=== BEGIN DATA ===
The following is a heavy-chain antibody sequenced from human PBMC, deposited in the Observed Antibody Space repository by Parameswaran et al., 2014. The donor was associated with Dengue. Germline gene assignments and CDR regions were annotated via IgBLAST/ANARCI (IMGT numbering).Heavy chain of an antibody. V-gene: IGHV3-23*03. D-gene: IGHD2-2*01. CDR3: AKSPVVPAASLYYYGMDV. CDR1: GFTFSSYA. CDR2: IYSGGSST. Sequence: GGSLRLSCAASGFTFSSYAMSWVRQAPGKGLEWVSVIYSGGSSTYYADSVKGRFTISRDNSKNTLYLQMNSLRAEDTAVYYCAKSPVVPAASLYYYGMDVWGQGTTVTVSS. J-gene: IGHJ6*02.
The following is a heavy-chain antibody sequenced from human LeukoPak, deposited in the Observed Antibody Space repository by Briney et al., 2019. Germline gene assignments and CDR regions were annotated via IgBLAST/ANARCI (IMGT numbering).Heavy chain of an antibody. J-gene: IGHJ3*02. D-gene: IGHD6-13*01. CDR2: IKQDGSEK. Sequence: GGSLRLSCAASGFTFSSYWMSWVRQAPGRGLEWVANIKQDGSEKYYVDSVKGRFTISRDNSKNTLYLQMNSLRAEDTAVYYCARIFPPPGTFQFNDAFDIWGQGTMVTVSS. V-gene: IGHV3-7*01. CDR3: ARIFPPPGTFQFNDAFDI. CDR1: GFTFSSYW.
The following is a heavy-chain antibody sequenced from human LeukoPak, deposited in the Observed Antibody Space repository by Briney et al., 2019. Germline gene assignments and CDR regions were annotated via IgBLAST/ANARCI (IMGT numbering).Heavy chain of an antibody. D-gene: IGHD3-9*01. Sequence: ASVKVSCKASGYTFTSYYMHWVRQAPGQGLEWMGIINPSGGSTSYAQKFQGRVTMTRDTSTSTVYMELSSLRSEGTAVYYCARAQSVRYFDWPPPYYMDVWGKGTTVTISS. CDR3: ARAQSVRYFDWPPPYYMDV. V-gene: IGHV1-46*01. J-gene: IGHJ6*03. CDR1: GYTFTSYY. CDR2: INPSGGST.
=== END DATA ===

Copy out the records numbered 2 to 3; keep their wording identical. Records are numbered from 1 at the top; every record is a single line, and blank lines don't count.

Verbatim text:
The following is a heavy-chain antibody sequenced from human LeukoPak, deposited in the Observed Antibody Space repository by Briney et al., 2019. Germline gene assignments and CDR regions were annotated via IgBLAST/ANARCI (IMGT numbering).Heavy chain of an antibody. J-gene: IGHJ3*02. D-gene: IGHD6-13*01. CDR2: IKQDGSEK. Sequence: GGSLRLSCAASGFTFSSYWMSWVRQAPGRGLEWVANIKQDGSEKYYVDSVKGRFTISRDNSKNTLYLQMNSLRAEDTAVYYCARIFPPPGTFQFNDAFDIWGQGTMVTVSS. V-gene: IGHV3-7*01. CDR3: ARIFPPPGTFQFNDAFDI. CDR1: GFTFSSYW.
The following is a heavy-chain antibody sequenced from human LeukoPak, deposited in the Observed Antibody Space repository by Briney et al., 2019. Germline gene assignments and CDR regions were annotated via IgBLAST/ANARCI (IMGT numbering).Heavy chain of an antibody. D-gene: IGHD3-9*01. Sequence: ASVKVSCKASGYTFTSYYMHWVRQAPGQGLEWMGIINPSGGSTSYAQKFQGRVTMTRDTSTSTVYMELSSLRSEGTAVYYCARAQSVRYFDWPPPYYMDVWGKGTTVTISS. CDR3: ARAQSVRYFDWPPPYYMDV. V-gene: IGHV1-46*01. J-gene: IGHJ6*03. CDR1: GYTFTSYY. CDR2: INPSGGST.